Jaco Island is 250 kilometres east of Dili. The nearest village is Tutuala but no public transport runs direct from Dili to here. It is possible to take a Bemo- a local bus- to Los Palos, a journey of at least 9 hours from Dili over rough roads. From here there are occasional pickup trucks and Bemos heading to Tutuala, usually early in the morning. Once in Tutuala the beach and Jaco Island are actually 8 kilometres away, down a long, winding and steep dirt road. This can be walked, or hitchhiked.

The other option is to rent transport in Dili or organise a private driver.

Roads from Dili are rough, and many are still under construction after years of neglect. It is not a quick journey, but there are plenty of beautiful spots to stop at along the way to break up the journey. I stopped over for two nights along the way from Dili.

Once at Tutuala, local fishermen down at the beach will ferry across passengers and arrange a pick up time for the return journey from the island

WSE Travel - Jaco Island - East Timor's Deserted Tropical Island - Map

Jaco Island – East Timor’s Deserted Tropical Island – Map

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Do – Activities & Attractions

The main activity is exploring Jaco Island. A white sand beach surrounds this tropical island and it’s completely deserted apart from the odd intrepid tourist. It’s possible to walk the entire circumference in a day.

Jaco Island is surrounded by beautifully clear water, and pristine, clean coral reefs abounding with marine life. Take a mask and snorkel and just a few metres out from the beach, the coral begins.

Jaco Island is part of East Timor’s only national park. The park encompasses the island and a large stretch of wetlands on the mainland. Local villages in the park can be visited to see traditional houses and Lake Ira Lalora, the country’s largest, freshwater lake is a beautiful spot. Just watch out for crocodiles.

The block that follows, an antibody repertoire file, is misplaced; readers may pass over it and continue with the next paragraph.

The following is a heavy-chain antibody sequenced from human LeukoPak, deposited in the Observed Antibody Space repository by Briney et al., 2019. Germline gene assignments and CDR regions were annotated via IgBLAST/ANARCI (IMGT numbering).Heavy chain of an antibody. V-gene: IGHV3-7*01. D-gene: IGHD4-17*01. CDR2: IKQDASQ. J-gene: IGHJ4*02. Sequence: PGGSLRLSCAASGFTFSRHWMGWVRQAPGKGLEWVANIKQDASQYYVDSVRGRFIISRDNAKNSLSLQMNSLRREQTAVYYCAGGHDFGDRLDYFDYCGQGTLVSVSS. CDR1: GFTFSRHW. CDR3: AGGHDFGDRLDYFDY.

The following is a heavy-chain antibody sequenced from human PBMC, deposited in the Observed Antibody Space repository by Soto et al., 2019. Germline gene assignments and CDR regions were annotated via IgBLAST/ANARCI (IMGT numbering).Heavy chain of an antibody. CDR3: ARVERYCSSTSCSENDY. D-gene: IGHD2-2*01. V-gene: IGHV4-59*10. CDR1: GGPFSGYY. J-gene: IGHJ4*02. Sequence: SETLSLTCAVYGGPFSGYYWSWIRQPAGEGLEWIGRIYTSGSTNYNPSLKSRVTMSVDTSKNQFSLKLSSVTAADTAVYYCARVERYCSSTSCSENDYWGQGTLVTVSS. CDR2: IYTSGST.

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Stay – Accommodation

On the beach opposite Jaco Island are two accommodation options, both next to each other, easy to find and overlooking white sand beaches. Just turn left at the bottom of the hill down from Tutuala.

The first option is the Valu Sere Beach Bungalows, a set of locally owned, community-run bungalows. These are basic, with shared bathrooms, and few amenities. There is a set price of 20 USD for each bungalow- only singles and doubles are available, no twins.

Next to Valu Sere Beach Bungalows is a privately owned hotel, the Lakumorre Guesthouse. These rooms are more expensive, but are more upmarket, with ensuites available. Rooms here cost 25 USD per person.

The budget option is to stay in Tutuala at local homestays. A few locals offer out rooms, including a lady who owns a small shop directly opposite the turnoff to the beach at the top of the hill. She only charges 10 USD per person, including a huge breakfast and dinner, although she only has one spare room. These homestays don’t advertise but asking around it’s easy enough to find someone with a spare bedroom for the night.

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Eat – Restaurants

There are no restaurants in Tutuala or on the beach. If staying at a homestay in the village, you can expect to get a locally cooked dinner and breakfast for a small fee, or included. Down on the beach, the lovely ladies that look after the community-owned bungalows will cook a basic meal of fried noodles and eggs for a few dollars, while it’s also possible to bargain with the fishermen to source some freshly caught fish.

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Time – Seasonality & Schedules

East Timor experiences a wet and a dry season. The best time to visit is the end of the dry season, around September/October, when the water is clearest and it is not too hot.

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Safety – Possible risks

East Timor is surprisingly safe, especially outside of the cities in the rural areas of the country. Locals are unaccustomed to seeing tourists but are intrigued by and welcoming to visitors.